Many couples now choose to live together before, or without entering into a marriage or a civil partnership; however, the legal rights of cohabiters are vastly different to those of married couples.
The term common law spouse is often used in the media to describe couples that have lived together, but there is no such distinction in English law. This myth has led many cohabiting couples to believe they have rights and obligations towards each other, similar to those of married couples, should the relationship breakdown. It often comes as shock to find they have no additional rights because they are cohabiting.
If cohabiting couples jointly own a property, then unless express provision has been made when that property was bought to give them different individual shares, they would usually be entitled to one half each, with little ability to make a claim on the other’s share.
In some cases where one party has bought a property in their sole name but the other party has contributed the contributing person can make a claim on that property. The issues the court takes into consideration when determining that share are exactly the same as if they had contributed to a property owned by any other third party. The fact that they are living together does not give them an enhanced or additional contribution.
This also applies to other assets e.g. a boat or a car. If a person has not made a contribution to that asset they are unlikely to have any claim.
If parties are married and get divorced a court may order one party to pay maintenance to the other over and above child maintenance obligations. This doesn’t apply to cohabiters.
The same rules and calculations apply to paying and receiving child maintenance whether you are married or not – both parents should financially support their children.
However, because a party may not be able to make a direct claim against property they have not contributed to the court can order the parents to transfer a property or pay a lump sum to the other parent for the benefit of a child. If children attend a private school a School Fees Order can be made. However, such orders are only usually made when the parent who isn’t the primary carer has sufficient income and assets to meet the order and maintain themselves as well. These orders are for the benefit of the child and not the ex-cohabiter, so once the child reaches adulthood the orders will cease and property may revert back to the other property.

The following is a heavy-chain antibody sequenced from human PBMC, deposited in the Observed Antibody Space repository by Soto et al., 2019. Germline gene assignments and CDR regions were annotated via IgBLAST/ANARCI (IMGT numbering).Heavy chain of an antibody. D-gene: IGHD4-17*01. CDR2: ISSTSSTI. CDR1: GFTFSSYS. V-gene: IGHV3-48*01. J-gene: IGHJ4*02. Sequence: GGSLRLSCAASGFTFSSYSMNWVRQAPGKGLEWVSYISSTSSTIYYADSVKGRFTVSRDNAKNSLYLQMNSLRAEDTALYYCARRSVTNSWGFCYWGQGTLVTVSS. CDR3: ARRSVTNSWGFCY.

The Importance Of Possessing A Cohabitation Agreement
It is therefore wise to seek expert advice from a family lawyer before you start cohabiting, or in the early stages of cohabitation. A cohabitation agreement can be drafted to address all of aforementioned issues and to help avoid disputes and litigation if the relationship ends. It is very important to protect any property or assets brought into the relationship by a single party from future claims.
Cohabiting couples should also consider making wills.
Finally, it’s important that a cohabitation agreement is drafted by a legal professional with sufficient expertise. Possessing a poorly drafted agreement could be as bad as having no agreement at all.
If you would like free, no obligation advice regarding the creation of a cohabitation agreement, please complete the accompanying form or call us on 0114 3992355 to arrange a 30 minute consultation.
Book a FREE 30 Minute Consultation
Michelle Cooper was recommended to me by a friend. She is helping me through a difficult divorce which is ongoing. I have found her to be professional, knowledgeable and above all understanding. She has been extremely helpful, each stage has been fully explained and I have had all my questions answered quickly without me feeling that I was being a pain! I have also found her Secretary Jill Raine to be a great help and very professional. The only problem I’ve had has been caused by the other side not responding in a timely manner! Michelle can not be held responsible for this and has been proactive in taking the matter in hand.